Sunday, March 02, 2008

Catching up - White House plagiarist and other things

As usual, am shoveling as fast as I can, but not fast enough. While this week was spent getting a presentation ready, looking at specs for digital signage in the j-school, assembling midsemester exams, writing a column, etc., some things got by:

  • Nancy Nall found a columnist at the Fort Wayne News Sentinel whose wording was amazingly similar to another person's. Tim Goeglein admitted the copying. Goeglein is the White House liaison to religious organizations. Or make that "was." He resigned yesterday over the brouhaha. (Disclosure: I used to work at the competing paper of the joint agency, the Journal-Gazette.) Way to go Nancy!
  • In the middle of the John McCain-did-he-or-didn't-he dustup with the New York Times last weekend, David Leavitt passed along a nice post about "why we need newspapers and why their business model is struggling." The CliffsNotes version: Who but well-endowed newsrooms such as those at newspapers will be there to dig out the tough questions and seek answers? (OK, we'll stipulate that a lot of people disagree that the Times actually did that, but that misses the point here.) And they are struggling because of exactly what the Times did not do -- be transparent. As Leavitt writes: It's not good enough anymore to just write a story and walk away from it. The New York Times should have set up online chat session with the reporters. And they should have printed a sidebar explaining: how they learned about the allegations, when they started investigating them, why they waited until Feb. 20 to post the story.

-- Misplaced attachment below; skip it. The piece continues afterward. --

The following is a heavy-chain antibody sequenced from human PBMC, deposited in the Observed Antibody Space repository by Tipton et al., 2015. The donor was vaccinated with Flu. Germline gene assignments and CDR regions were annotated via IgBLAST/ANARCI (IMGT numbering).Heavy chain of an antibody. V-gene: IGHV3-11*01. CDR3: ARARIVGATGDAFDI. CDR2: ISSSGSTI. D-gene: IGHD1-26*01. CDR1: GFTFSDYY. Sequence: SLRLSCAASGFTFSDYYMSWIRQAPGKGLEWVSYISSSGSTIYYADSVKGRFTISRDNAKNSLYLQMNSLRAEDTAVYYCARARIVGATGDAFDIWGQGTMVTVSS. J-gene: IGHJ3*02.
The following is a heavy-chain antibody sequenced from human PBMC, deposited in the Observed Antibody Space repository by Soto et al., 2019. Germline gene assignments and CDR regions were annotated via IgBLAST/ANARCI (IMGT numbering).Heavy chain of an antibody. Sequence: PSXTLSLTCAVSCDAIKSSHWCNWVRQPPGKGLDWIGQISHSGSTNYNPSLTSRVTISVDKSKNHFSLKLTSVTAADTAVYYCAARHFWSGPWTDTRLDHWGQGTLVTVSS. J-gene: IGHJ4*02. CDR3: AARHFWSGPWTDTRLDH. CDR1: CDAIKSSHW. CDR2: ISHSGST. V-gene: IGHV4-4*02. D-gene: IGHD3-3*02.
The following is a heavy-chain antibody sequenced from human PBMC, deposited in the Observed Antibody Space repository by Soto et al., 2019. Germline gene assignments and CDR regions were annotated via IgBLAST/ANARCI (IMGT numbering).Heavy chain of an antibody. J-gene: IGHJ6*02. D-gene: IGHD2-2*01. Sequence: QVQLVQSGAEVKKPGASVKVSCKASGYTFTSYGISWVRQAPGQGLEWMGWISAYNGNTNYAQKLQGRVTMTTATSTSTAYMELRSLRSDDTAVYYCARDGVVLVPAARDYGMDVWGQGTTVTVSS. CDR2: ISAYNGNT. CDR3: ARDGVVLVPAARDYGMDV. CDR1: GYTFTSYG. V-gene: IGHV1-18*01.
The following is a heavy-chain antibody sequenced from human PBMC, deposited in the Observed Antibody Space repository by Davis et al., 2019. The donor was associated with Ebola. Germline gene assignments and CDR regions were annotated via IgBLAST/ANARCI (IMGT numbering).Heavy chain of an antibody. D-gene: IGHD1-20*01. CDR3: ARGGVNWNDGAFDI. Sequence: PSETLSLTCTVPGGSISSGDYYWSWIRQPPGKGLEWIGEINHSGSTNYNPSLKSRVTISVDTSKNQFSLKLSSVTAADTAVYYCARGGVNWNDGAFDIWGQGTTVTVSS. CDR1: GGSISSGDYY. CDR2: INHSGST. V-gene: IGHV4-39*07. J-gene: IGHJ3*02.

• David Sullivan continued his fine series of posts looking at the comparison between the troubles of department stores and newspapers.
  • Neil Thurman of London's City University wrote to note the publication of a paper that deals with how online news media were moving to incorporating user-generated content. Here's the nub from his abstract: This article argues that the adaptation of established news websites to the increasing demand from readers for space to express their views is driven as much by local organisational and technical conditions as it is by any attachment to traditional editorial practices. I used the word "were" intentionally. The survey involved was from 1995 2005 (sorry about that, Neil). One of the pitfalls of legacy academic publishing models is that they tend to put large amounts of time between the study and the publication. (I know; I have a couple of things in that limbo now.) Also unfortunate is that the final paper is behind a pay wall at New Media and Society, but Thurman has been kind enough to post a PDF preprint version on his Web site. I look forward to reading it in more detail.
Finally, one that got away -- but no longer. I never saw the excellent discussion from last August on John McIntyre's blog about the use of race in crime story descriptions. (See the follow-up post here.) The paper took a tremendous amount of heat over omitting the race of a suspect because it was deemed too general and possibly inflammatory. This is not a new debate, nor will it be the last. In these times when race lurks under the surface of many things, we struggle on.

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